Macron’s Gaza conference illustrates the broader difficulties Europe faces in trying address a conflict over which it has little sway.

The gathering in Paris is partly a response to the U.N.’s call for more funds for Gaza, which needs an estimated $1.2 billion. It hasn’t been billed as a pledging conference, however, and only a couple of countries, including France, will make announcements on new aid packages.

The conference will also look at “concrete ways” to deliver aid, but on that score Elysée officials downplayed the prospect of a quick outcome. “It’s no secret that access to Gaza for medicines, aid, is difficult, our aim will be work together with participants and with Israel and improve that access,” said an official for the French presidency.

Except that Israel wasn’t invited, and isn’t particularly happy about the conference in the first place.

“Like many, we do not understand what’s going to happen there. We only hope that it will not turn into a kind of anti-Israeli platform to criticize Israel, to call for a cease-fire,” Israel’s envoy to the EU Haim Regev told POLITICO.

According to Michel Duclos, a former French ambassador to Syria, inviting Israel would have inflamed tensions with neighboring countries. “If Israel had been invited, Arab countries would have been obliged to protest, criticize and maybe not come. So it’s a way of defusing the issue,” Duclos said.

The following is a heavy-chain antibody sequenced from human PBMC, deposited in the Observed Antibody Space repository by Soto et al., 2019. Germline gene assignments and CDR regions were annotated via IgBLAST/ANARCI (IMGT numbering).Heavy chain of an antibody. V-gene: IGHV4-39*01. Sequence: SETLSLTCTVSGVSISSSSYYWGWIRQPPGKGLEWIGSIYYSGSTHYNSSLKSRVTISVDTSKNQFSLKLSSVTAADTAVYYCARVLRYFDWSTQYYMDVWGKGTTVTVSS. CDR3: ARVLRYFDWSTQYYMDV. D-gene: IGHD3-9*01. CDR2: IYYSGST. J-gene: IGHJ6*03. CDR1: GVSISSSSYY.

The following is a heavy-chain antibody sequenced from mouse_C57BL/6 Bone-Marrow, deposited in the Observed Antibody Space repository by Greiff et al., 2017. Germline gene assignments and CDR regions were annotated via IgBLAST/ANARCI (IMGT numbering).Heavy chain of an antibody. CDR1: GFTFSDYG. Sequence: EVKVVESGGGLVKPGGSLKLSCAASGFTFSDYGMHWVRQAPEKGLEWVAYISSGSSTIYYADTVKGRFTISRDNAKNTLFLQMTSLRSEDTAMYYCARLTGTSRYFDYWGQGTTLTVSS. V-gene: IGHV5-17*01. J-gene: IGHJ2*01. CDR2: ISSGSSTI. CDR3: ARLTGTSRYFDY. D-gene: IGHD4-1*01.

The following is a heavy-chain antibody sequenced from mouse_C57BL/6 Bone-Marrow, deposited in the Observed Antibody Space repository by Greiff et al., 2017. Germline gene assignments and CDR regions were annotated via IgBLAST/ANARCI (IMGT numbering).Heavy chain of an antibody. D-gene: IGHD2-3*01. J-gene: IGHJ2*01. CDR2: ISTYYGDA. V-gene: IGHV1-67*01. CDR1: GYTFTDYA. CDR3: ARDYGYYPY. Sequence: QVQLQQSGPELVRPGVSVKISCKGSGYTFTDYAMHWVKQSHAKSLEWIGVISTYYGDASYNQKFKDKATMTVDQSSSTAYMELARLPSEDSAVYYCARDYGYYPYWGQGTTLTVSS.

World leaders attending the gathering include the Irish Taoiseach Leo Varadkar, Greek Prime Minister Kyriakos Mitsotakis, Cyprus President Nikos Christodoulides, and European Commission President Ursula von der Leyen.

Talking peace

Gaza is not the only topic of discussion at the Paris Peace Forum, where delegates will also discuss reining in artificial intelligence, climate finance, and saving the world’s melting ice caps and glaciers.

But there, too, tangible outcomes are unlikely. On melting glaciers and ice caps, participants will agree on a “Paris appeal” that will send a political message, with some concrete measures thrown in.

This year the forum has taken on the extra task of following up on the initiatives Macron launched during his June summit on a new global financing pact.

At that summit, Macron proposed to introduce new forms of international taxation to finance the green transition, a priority shared by the 38 other countries that signed a “Paris Pact.” But the principal progress achieved on that file has been the creation of a dedicated task force to be launched publicly at the forum on Friday.

At stake is perhaps the very purpose of the Paris Peace Forum, a 2017 Macron brainchild that focuses on global issues rather than on conflicts. The world now faces real wars, however, including Russia’s war in Ukraine as well as conflicts in the Caucasus and in the Near East.

“Today this line is harder to hold. Global issues have been disrupted by geopolitical crises, it’s difficult to separate the two… the challenge is to take the crises into account and not be submerged by them,” Duclos said. The forum, he added, offers precious space for delegations from rivals countries such as the U.S. and China to meet in informal settings.

Source: Politico